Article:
August 4, 2008

Free Medical Care Headed to Philippines

By Kaitlin Ugolik, The Herald-Sun, Durham, N.C.

Aug. 4--DURHAM -- Dr. Arturo de Leon, a former family physician in Raleigh, began his medical career as a missionary doctor and, after retiring 10 years ago at the age of 60, has gone back to his roots -- quite literally.

On Jan. 26, he and dozens of other medical professionals and volunteers from area hospitals, as well as from around the country, will travel to Davao City in the southern Philippines to provide free medical care and surgery to the impoverished indigenous population for several days. Many volunteers are Filipino doctors practicing in the U.S. who are familiar with the culture and customs.

This annual trip to the Southeast Asian nation is part of the Carolina Medical Mission, a nonprofit organization born from the Philippine American Association of North Carolina, or PAANC, in 1994.

De Leon was born, raised and educated in the Philippines. He came to the United States in 1964 to continue his medical training and kept being reminded of what he had seen and experienced at home.

"It's a shame for us Filipinos that we could not take care of our own people," he said. The Philippines is the world's 12th most populous country, with about 90 million people.

So, when he heard that a former Raleigh policeman, Doug Hinton, was leading a group of doctors and dentists to Bohol in 1993, de Leon gathered a few of his family and friends and went along.

On that first trip, they saw about 500 patients. Since then, the team has continued to grow and has seen about 90,000.

"I look at it as providence," de Leon said. "After looking back, it looks like God is with CMM."

Each year the team goes to a different province -- the archipelago nation of more than 7,100 islands has 81 provinces in all -- and works with a partner team of native medical professionals.

"They give their time free so that we can give them some target money and take care of their transportation," de Leon said. "We become friends. Every year, it's just like a family reunion."

The partner team starts working a year ahead of time while the U.S. team plans and raises funds for its trip -- members pay for their own travel and lodging expenses.

The U.S. coordinator for the Davao City mission, Jesse Pasion, is an intensive care nurse at the VA Medical Center in Durham. He is in charge of raising funds for next January, but he's having a hard time because of the recession. Still, several events are in the works, and many churches have contributed. He's heartened by the fact that people from different faiths are coming together to help mankind.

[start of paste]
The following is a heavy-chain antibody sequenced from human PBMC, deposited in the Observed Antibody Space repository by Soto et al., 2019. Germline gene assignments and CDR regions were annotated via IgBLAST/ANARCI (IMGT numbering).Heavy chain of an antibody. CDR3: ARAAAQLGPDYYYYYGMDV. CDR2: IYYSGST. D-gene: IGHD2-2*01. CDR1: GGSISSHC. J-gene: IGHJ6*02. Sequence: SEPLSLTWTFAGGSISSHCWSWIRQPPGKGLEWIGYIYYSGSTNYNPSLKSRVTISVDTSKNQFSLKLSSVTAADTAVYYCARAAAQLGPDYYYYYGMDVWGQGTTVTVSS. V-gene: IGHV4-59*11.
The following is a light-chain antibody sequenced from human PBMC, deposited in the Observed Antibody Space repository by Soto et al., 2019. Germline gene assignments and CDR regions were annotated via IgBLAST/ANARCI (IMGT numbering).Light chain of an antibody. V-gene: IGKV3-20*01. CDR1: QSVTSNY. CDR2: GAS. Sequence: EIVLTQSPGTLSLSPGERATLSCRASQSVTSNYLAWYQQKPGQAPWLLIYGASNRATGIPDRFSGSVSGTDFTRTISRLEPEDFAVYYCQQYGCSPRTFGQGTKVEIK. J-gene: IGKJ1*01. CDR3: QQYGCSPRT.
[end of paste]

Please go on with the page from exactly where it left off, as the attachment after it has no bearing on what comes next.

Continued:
This collaboration of faiths is also present in Davao City, he said, in a way that many could learn from.

"It's a microcosm of what the world should be," he said. "Christians and Muslims get along, and we're serving both. We'll see that our faiths are no different -- we serve the same God."

He admitted that he didn't fully appreciate the program when he was president of PAANC. After he went to Dumaguete in 2007, he called his trip a life-altering experience.

Also on that mission were Tim McGloin, retired assistant director for Tobacco Prevention at the Center for Health Promotion and Disease Prevention at UNC, and his wife, Linda, both longtime members of PAANC. They decided to join the mission in 2007 because Dumaguete is Linda's hometown.

De Leon said there are different medical needs in different provinces, but that the main problem is respiratory complications because of the lack of sanitary conditions.

The clinic at Dumaguete opened at 7:30 a.m. and McGloin said hundreds of people would line up outside the door all day.

"In the daily clinics you'll see an average of 1,000 a day. In five days we served about 5,000 people, so we got a good look at what the health issues and living conditions are."

Pasion expects the Davao City mission to be a successful one, and he hopes that CMM can interest younger people in joining because they'll be the ones "taking over" in a couple of years.

"It's a life commitment," he said. "For me, it defines my legacy. Obviously, all of us have one to leave in this world, and service to mankind I think would be one of the best ones we could leave," he said.

Carolina Medical Mission trips are not restricted to medical professionals. De Leon said this is a common misconception.

His granddaughter was 14 when she first went, and it was her idea to try to take the mission to countries other than the Philippines. Soon after, Pasion was approached by someone suggesting the group go to China, which they have done for the past four years. There is also talk of sending a team to India in the future, depending on funds.


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